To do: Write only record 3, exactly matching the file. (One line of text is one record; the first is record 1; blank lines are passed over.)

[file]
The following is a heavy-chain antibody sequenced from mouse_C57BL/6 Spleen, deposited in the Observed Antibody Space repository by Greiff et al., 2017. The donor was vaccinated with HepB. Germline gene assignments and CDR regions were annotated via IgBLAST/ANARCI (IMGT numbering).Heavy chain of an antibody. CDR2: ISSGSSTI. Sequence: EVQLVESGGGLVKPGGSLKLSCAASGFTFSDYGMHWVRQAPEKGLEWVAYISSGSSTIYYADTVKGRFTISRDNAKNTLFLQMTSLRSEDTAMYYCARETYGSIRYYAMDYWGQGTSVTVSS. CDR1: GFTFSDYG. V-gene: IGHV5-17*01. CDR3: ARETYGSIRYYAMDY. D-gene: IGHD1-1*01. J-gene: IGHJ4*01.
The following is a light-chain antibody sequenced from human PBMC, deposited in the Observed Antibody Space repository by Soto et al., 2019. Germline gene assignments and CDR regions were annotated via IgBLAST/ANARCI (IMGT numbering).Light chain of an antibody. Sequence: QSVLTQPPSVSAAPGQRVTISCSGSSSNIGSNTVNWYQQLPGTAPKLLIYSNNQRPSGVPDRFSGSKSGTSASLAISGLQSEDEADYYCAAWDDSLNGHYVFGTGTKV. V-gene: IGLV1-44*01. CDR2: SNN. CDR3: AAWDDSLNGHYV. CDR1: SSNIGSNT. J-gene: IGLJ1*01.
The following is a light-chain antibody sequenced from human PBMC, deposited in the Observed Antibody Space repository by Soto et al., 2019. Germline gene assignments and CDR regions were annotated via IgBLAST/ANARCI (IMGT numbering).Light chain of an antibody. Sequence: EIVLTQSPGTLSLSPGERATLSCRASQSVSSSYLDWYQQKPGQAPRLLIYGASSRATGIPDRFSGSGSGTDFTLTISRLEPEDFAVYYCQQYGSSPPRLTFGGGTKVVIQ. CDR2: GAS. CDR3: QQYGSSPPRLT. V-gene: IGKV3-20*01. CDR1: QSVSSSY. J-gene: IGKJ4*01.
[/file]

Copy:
The following is a light-chain antibody sequenced from human PBMC, deposited in the Observed Antibody Space repository by Soto et al., 2019. Germline gene assignments and CDR regions were annotated via IgBLAST/ANARCI (IMGT numbering).Light chain of an antibody. Sequence: EIVLTQSPGTLSLSPGERATLSCRASQSVSSSYLDWYQQKPGQAPRLLIYGASSRATGIPDRFSGSGSGTDFTLTISRLEPEDFAVYYCQQYGSSPPRLTFGGGTKVVIQ. CDR2: GAS. CDR3: QQYGSSPPRLT. V-gene: IGKV3-20*01. CDR1: QSVSSSY. J-gene: IGKJ4*01.